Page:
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Old 03-27-2012, 02:19 AM
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Default How to disable this hall effect sensor?

This is one for all of you guys with more electronics background than I. I have a Gateway convertible tablet that I am trying to repair, the only problem is that there is a problem with the hall effect sensor on the MB that causes the back light to go out intermittently. Now, this is a shop use computer, so I really don't care if the backlight turns off when I close the lid. I have searched for a replacement sensor on digikey, mouser, etc, but can not find it. So I have decided to just remove it and bypass its function. Now, this is where my question comes in. I have found the switch on the board, I have measured the switch's behavior and figured out how it works. I think I have an idea on how to bypass it, but I just want to run this by someone who actually KNOWS and is not just guessing like me.

Here, I am referencing the numbered leads in the attached picture:

when back light is on:
Pin 1 has 3.66 volts, pin 2 also has 3.66 volts, and pin 3 is ground

which backlight off:
pin 1 has 3.66 volts, pin 2 has 0 volts, and pin 3 is ground.



So, it seems pretty obvious that pin 2 is the switched output. But, this being different from a regular switch I am a bit hesitant to just short out pins 1 and 2. Will this hurt something? What should I do to bypass this? just remove it? I'm sure this is obvious to someone, please enlighten me!
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Old 03-27-2012, 02:37 AM
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That looks like a transistor to me. If it were a hall sensor, you should be able to manipulate it with a magnet. Can you? Are you sure this unit even has a hall sensor? Most of them just use a micro switch near the hinges.

BTW, backlight going out randomly could also be a faulty inverter or loose LCD cable...
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Old 03-27-2012, 04:44 AM
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I am pretty sure it is not a transistor as the behavior changes when a magnetic field is introduced. Also, the magnet in the lid is EXACTLY over this component.
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Old 03-27-2012, 06:08 AM
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Quote:
Originally Posted by schwags View Post
I am pretty sure it is not a transistor as the behavior changes when a magnetic field is introduced. Also, the magnet in the lid is EXACTLY over this component.
Your correct, it is a hall sensor. That is why "SW7" (Switch 7) is printed on the MOBO.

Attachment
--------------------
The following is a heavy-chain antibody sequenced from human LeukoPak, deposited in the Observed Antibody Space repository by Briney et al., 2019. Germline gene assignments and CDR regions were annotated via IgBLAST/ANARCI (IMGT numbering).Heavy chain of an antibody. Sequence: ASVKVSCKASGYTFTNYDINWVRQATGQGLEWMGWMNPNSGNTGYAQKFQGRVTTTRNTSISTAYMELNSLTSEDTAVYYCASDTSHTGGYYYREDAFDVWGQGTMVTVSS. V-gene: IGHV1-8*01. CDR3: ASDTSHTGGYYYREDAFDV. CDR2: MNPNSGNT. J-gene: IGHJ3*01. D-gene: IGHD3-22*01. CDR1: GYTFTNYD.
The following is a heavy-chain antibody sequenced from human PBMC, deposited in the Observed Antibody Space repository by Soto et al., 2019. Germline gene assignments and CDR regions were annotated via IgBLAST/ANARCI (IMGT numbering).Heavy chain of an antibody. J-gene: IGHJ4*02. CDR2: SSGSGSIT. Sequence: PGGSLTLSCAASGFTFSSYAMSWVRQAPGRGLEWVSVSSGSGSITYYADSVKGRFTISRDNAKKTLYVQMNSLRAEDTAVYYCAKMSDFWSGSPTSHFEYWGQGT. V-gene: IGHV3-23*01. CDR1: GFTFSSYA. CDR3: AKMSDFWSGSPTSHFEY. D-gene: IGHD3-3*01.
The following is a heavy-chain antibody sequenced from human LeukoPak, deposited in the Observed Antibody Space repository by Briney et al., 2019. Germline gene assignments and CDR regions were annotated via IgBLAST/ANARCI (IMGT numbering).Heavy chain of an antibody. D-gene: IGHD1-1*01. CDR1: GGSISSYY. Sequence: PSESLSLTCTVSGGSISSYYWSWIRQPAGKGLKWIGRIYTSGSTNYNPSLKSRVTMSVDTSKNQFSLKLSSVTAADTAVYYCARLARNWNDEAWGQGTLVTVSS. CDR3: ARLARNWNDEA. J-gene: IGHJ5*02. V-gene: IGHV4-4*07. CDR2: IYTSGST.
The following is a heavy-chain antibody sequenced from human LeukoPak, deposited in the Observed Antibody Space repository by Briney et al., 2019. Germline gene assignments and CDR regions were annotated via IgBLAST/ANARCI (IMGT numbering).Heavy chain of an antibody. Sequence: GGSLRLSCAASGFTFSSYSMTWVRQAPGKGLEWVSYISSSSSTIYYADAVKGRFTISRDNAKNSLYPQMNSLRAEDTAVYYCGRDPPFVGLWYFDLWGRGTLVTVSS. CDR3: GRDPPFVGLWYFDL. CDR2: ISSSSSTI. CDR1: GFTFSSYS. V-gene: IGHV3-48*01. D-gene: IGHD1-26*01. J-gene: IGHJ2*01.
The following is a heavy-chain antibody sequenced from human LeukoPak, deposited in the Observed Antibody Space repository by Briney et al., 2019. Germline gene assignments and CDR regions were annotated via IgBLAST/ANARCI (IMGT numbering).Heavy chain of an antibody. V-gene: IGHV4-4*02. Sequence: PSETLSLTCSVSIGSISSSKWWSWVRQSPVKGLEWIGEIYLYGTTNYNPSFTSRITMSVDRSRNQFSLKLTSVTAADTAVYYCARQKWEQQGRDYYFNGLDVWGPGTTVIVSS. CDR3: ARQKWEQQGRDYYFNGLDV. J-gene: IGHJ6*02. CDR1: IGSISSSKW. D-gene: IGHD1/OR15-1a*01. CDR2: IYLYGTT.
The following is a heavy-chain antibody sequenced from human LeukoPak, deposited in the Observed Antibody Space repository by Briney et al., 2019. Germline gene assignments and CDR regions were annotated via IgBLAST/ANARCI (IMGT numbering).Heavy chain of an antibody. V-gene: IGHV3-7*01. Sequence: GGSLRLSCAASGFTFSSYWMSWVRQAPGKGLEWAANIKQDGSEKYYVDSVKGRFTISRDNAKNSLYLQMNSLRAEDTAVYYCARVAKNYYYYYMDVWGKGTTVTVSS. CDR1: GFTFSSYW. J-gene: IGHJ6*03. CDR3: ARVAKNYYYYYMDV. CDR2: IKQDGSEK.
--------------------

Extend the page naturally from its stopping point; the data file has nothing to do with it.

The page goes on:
You should be able to short pins 1 & 2 to complete the circuit without any problems. You *should* be able to leave the sensor attached, but the worst that will happen is that the Hall effect sensor will sink the 3.66v to ground, and not do anything... in which case you will need to remove the sensor and jump 1 & 2.
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Old 03-27-2012, 07:37 PM
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Thanks! That is exactly what I was looking for. I couldn't articulate the thought that the sensor might sink the voltage to ground, but that is what I was afraid of. I'll try it today and report back.
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Old 03-27-2012, 11:53 PM
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Update: I tried shorting pins 1 and 2, but no go. The back light now would not come on even if I put a magnet close and moved it around (it would flash as I did that in the past). I removed the short, and the previous behavior came back, so no damage done.
Then, I decided to just remove the whole thing (the sensor). Well, that didn't work either. Now again there is no back light at all. I measured the voltages, and between 1 and 3 is 3.66 volts, and between 2 and 3 is now 3.66 volts as well, but the back light is off!
So, I am not sure what to bridge or short or shunt or anything. Could the sensor have been providing some sort of necessary resistance between two (or three) of the connections? Could I replicate this with SMD resistors? I guess I could go hunting for a new hall effect sensor, but I could not find one with similar markings anywhere, and I do not know enough about the function of one of these to know if I am getting something compatible or not.
Any ideas?
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